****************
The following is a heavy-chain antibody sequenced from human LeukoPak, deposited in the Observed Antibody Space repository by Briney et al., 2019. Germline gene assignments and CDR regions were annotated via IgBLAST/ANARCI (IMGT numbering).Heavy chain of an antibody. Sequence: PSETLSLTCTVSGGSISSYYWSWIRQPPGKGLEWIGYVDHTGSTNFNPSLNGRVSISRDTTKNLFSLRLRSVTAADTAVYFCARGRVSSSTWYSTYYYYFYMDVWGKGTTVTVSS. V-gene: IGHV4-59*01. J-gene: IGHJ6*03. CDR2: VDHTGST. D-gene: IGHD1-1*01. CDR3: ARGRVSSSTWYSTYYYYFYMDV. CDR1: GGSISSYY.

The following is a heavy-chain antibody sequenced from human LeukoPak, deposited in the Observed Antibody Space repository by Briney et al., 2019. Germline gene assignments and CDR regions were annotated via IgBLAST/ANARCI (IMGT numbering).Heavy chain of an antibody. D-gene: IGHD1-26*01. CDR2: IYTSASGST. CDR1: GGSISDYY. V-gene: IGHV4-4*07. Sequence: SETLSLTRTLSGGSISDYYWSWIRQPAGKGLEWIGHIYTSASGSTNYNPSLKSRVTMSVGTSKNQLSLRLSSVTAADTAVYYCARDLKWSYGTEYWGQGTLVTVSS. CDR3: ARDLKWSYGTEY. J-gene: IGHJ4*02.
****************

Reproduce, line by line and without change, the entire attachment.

The following is a heavy-chain antibody sequenced from human LeukoPak, deposited in the Observed Antibody Space repository by Briney et al., 2019. Germline gene assignments and CDR regions were annotated via IgBLAST/ANARCI (IMGT numbering).Heavy chain of an antibody. Sequence: PSETLSLTCTVSGGSISSYYWSWIRQPPGKGLEWIGYVDHTGSTNFNPSLNGRVSISRDTTKNLFSLRLRSVTAADTAVYFCARGRVSSSTWYSTYYYYFYMDVWGKGTTVTVSS. V-gene: IGHV4-59*01. J-gene: IGHJ6*03. CDR2: VDHTGST. D-gene: IGHD1-1*01. CDR3: ARGRVSSSTWYSTYYYYFYMDV. CDR1: GGSISSYY.

The following is a heavy-chain antibody sequenced from human LeukoPak, deposited in the Observed Antibody Space repository by Briney et al., 2019. Germline gene assignments and CDR regions were annotated via IgBLAST/ANARCI (IMGT numbering).Heavy chain of an antibody. D-gene: IGHD1-26*01. CDR2: IYTSASGST. CDR1: GGSISDYY. V-gene: IGHV4-4*07. Sequence: SETLSLTRTLSGGSISDYYWSWIRQPAGKGLEWIGHIYTSASGSTNYNPSLKSRVTMSVGTSKNQLSLRLSSVTAADTAVYYCARDLKWSYGTEYWGQGTLVTVSS. CDR3: ARDLKWSYGTEY. J-gene: IGHJ4*02.